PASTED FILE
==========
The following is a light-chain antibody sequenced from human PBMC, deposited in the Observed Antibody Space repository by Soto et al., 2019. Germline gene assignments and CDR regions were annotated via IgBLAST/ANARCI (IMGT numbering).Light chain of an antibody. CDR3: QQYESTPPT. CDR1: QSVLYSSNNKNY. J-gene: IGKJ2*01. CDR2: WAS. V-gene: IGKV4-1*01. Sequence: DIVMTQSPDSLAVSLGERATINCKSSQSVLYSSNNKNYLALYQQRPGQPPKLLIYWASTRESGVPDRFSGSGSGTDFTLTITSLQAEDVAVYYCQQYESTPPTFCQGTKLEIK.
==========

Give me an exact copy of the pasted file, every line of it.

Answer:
The following is a light-chain antibody sequenced from human PBMC, deposited in the Observed Antibody Space repository by Soto et al., 2019. Germline gene assignments and CDR regions were annotated via IgBLAST/ANARCI (IMGT numbering).Light chain of an antibody. CDR3: QQYESTPPT. CDR1: QSVLYSSNNKNY. J-gene: IGKJ2*01. CDR2: WAS. V-gene: IGKV4-1*01. Sequence: DIVMTQSPDSLAVSLGERATINCKSSQSVLYSSNNKNYLALYQQRPGQPPKLLIYWASTRESGVPDRFSGSGSGTDFTLTITSLQAEDVAVYYCQQYESTPPTFCQGTKLEIK.